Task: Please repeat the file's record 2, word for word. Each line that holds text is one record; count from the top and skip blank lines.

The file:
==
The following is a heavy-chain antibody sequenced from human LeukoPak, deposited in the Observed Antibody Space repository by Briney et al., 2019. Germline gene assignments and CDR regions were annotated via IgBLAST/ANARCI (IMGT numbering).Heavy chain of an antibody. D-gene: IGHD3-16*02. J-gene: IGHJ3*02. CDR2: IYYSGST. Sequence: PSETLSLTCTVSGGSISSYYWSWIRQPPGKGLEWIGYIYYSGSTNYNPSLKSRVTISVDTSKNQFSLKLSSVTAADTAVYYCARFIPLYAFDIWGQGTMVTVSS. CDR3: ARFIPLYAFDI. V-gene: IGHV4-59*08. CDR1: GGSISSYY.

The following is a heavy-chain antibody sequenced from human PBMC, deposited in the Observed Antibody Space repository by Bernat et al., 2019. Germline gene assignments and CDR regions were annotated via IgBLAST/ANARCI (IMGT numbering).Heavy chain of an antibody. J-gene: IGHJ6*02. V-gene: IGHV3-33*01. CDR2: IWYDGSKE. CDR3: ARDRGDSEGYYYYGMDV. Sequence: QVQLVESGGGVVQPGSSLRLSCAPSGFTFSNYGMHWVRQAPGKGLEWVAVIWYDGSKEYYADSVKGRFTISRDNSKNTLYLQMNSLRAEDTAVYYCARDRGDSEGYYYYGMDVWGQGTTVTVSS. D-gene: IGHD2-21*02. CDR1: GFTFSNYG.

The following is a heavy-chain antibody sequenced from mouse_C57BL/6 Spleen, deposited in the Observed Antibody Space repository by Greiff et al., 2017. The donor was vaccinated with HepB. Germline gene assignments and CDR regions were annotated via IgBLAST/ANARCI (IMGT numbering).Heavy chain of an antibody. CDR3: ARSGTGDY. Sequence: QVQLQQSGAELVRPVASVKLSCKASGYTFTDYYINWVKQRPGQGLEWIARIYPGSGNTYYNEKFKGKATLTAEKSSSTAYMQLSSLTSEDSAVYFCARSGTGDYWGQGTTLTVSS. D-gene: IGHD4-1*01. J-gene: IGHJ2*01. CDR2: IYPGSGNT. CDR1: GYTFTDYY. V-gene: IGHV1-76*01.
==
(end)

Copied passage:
The following is a heavy-chain antibody sequenced from human PBMC, deposited in the Observed Antibody Space repository by Bernat et al., 2019. Germline gene assignments and CDR regions were annotated via IgBLAST/ANARCI (IMGT numbering).Heavy chain of an antibody. J-gene: IGHJ6*02. V-gene: IGHV3-33*01. CDR2: IWYDGSKE. CDR3: ARDRGDSEGYYYYGMDV. Sequence: QVQLVESGGGVVQPGSSLRLSCAPSGFTFSNYGMHWVRQAPGKGLEWVAVIWYDGSKEYYADSVKGRFTISRDNSKNTLYLQMNSLRAEDTAVYYCARDRGDSEGYYYYGMDVWGQGTTVTVSS. D-gene: IGHD2-21*02. CDR1: GFTFSNYG.